End of life care
Where you can be cared for
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If you are approaching the end of life, you may be offered care in a variety of settings. A palliative care team should try to organise for you to be cared for according to your wishes, whenever possible.
You can receive end of life care:
- at home
- in a care home
- in a hospital
- in a hospice
You may not need to move away from home to receive care, as end of life care can often be provided at home. Sometimes this is available at any time of the day or night.
To find out whether you can receive nursing care or hospice care at home, check with your GP.
You can receive end of life care in a care home, where trained staff are available to look after you day and night.
You may be cared for in hospital. Many hospitals have specialist palliative care teams who work alongside and support the hospital doctors, nurses, and other health and social care professionals.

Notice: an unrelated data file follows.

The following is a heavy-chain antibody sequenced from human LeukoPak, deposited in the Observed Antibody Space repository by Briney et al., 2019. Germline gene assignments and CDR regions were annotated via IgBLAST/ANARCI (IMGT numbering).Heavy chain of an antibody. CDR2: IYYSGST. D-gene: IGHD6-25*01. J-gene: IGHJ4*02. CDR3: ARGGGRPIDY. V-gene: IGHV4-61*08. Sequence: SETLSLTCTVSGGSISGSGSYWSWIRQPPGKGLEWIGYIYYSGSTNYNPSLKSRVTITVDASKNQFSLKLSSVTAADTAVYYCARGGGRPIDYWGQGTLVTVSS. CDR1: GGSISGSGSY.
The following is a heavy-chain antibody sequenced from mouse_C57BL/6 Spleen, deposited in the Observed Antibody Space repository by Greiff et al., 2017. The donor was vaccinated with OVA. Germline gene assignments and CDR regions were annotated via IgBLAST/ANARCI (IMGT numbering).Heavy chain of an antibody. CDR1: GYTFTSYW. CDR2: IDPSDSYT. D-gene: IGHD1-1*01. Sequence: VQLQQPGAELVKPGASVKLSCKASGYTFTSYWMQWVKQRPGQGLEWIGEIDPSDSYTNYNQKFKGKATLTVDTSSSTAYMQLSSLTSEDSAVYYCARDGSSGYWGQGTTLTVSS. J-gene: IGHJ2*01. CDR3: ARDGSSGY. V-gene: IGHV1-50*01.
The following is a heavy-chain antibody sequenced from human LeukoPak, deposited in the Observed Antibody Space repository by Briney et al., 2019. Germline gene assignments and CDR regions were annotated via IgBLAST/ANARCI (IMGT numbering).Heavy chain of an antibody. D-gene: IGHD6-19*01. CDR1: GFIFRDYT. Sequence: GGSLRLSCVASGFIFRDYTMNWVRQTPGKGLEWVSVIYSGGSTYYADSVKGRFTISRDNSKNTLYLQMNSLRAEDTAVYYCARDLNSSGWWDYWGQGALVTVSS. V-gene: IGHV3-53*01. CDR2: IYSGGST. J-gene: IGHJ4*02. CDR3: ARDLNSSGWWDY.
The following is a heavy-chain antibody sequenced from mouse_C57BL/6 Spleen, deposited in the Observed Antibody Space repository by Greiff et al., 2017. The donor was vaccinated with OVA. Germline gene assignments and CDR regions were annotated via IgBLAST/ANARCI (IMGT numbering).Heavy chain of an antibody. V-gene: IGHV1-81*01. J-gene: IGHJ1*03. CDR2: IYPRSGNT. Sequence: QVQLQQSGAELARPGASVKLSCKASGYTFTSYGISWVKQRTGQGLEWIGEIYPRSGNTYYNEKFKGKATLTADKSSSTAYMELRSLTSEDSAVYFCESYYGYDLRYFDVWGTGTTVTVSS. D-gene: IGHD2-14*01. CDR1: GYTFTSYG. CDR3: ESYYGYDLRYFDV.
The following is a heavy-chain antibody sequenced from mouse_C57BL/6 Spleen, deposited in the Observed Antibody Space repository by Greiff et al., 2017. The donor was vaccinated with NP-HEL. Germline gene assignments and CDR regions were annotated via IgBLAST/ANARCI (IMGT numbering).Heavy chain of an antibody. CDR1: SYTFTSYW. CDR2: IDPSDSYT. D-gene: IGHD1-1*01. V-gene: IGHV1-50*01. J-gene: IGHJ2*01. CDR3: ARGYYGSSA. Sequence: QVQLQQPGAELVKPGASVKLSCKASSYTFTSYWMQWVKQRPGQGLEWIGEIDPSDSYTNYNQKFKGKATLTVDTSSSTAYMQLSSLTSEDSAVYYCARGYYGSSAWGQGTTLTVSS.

Hospice care is provided by a specialist unit run by a team of doctors, nurses, social workers, counsellors and trained volunteers.
Hospice care can take place in your own home, as an inpatient at a hospice or as a day patient visiting the hospice.
If you choose to receive care at home, in a care home or in a hospice, you should be assessed for NHS continuing healthcare.
NHS continuing healthcare is a package of care for adults arranged and funded by the NHS. It's available to people who have certain types of health and care needs.
It is free of charge to the person receiving the care. This is sometimes called "fully funded NHS care".
If there is someone looking after you, such as a partner or relative, it could be helpful for them to get a carer's assessment to see whether they qualify for local authority help.
You are entitled to high-quality end of life care, wherever you receive it. If you have questions or comments about your care, the service providing it will want to hear your views.
Page last reviewed: 18/10/2021
Next review due: 17/10/2024